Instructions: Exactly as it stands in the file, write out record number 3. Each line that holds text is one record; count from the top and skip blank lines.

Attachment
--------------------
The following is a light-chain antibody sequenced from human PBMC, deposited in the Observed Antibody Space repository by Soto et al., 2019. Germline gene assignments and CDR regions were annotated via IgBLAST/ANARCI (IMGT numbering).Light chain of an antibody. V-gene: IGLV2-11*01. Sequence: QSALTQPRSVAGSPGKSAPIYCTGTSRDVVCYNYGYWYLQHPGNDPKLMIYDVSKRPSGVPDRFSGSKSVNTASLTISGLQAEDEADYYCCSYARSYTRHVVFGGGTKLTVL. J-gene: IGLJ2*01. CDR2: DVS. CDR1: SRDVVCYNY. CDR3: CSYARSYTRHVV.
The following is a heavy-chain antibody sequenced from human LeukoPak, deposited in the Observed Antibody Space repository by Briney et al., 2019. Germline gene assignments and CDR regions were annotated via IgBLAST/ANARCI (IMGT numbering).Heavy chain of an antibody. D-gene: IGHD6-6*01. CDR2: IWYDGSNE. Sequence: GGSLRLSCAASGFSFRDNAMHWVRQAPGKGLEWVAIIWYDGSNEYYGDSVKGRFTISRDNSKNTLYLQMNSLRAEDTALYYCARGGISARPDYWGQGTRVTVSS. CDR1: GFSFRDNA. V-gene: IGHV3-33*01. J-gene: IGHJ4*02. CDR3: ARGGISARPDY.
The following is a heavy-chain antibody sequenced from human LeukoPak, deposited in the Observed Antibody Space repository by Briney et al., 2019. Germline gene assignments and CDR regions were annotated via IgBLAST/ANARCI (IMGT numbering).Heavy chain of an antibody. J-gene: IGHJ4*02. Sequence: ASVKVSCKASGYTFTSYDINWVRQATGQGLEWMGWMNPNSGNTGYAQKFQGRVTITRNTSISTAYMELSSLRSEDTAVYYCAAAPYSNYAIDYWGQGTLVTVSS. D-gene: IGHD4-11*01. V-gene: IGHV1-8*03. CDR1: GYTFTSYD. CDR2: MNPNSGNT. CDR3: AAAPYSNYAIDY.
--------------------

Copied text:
The following is a heavy-chain antibody sequenced from human LeukoPak, deposited in the Observed Antibody Space repository by Briney et al., 2019. Germline gene assignments and CDR regions were annotated via IgBLAST/ANARCI (IMGT numbering).Heavy chain of an antibody. J-gene: IGHJ4*02. Sequence: ASVKVSCKASGYTFTSYDINWVRQATGQGLEWMGWMNPNSGNTGYAQKFQGRVTITRNTSISTAYMELSSLRSEDTAVYYCAAAPYSNYAIDYWGQGTLVTVSS. D-gene: IGHD4-11*01. V-gene: IGHV1-8*03. CDR1: GYTFTSYD. CDR2: MNPNSGNT. CDR3: AAAPYSNYAIDY.